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The moral consequence of religions Shariff, Azim F.

Abstract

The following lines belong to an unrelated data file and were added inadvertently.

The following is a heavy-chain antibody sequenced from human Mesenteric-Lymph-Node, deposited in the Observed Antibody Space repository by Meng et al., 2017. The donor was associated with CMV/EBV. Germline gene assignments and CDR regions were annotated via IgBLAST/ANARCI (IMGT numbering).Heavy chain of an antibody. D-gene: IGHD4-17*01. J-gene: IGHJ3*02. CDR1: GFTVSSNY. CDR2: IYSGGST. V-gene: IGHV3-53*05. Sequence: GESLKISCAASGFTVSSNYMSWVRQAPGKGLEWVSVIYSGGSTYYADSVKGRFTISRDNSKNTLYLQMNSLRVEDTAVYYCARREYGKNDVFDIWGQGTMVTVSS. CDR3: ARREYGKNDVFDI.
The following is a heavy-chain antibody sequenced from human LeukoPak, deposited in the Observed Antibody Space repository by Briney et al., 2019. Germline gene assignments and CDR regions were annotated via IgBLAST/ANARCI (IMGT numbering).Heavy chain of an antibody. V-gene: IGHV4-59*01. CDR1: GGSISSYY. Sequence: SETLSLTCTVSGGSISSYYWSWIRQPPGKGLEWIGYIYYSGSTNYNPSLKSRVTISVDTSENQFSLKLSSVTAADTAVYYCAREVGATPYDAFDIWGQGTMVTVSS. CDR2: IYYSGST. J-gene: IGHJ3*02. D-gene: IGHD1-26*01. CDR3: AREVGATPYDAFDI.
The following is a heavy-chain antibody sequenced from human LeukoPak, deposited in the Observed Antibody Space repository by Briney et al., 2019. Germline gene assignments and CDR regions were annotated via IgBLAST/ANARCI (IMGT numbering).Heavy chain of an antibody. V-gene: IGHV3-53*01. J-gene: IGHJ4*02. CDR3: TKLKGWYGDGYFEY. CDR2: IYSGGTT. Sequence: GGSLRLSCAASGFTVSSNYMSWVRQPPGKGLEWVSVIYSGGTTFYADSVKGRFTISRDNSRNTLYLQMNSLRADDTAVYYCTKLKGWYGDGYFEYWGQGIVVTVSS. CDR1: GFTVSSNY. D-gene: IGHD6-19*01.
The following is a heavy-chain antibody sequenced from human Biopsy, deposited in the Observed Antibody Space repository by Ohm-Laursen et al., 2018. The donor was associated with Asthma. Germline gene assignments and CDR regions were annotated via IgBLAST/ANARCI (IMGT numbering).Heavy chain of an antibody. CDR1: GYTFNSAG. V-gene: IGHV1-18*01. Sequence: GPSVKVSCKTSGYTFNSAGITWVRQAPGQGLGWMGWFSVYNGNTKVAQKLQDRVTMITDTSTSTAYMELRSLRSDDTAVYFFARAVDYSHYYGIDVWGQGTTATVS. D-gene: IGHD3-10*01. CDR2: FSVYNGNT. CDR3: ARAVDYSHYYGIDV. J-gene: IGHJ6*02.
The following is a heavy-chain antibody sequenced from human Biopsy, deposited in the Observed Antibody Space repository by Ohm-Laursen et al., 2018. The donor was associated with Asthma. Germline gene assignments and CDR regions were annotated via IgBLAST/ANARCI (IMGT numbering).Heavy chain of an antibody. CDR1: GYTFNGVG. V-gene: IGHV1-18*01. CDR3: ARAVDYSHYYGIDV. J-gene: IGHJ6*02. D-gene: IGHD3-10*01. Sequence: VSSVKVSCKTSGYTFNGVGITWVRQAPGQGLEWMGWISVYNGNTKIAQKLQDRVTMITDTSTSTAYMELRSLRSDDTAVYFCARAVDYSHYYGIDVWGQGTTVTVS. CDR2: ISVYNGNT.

Debates about the causal relationship between religion and morality continue to be inconclusive, despite the willingness of pundits on both sides to speculate freely. We present three studies aimed at resolving whether religion has a causal effect on prosocial behaviour, and what mechanisms may be involved. Our results indicate that the implicit priming of religion does, indeed, increase prosocial behaviour towards anonymous strangers. The effect holds both for theists and atheists. Meanwhile, self-reported religiosity as a trait measure does not seem to be associated with prosocial behaviour. We also find that religion primes, but not control primes or ones associated secular institutions of morality increase feelings of guilt and nervousness. We discuss the mechanisms that may underlie such effects. In addition, we examine the implications that such a finding has for theories positing religion as a necessary, culturally evolved, facilitator in the emergence of large scale societies at the beginning of the Neolithic period.

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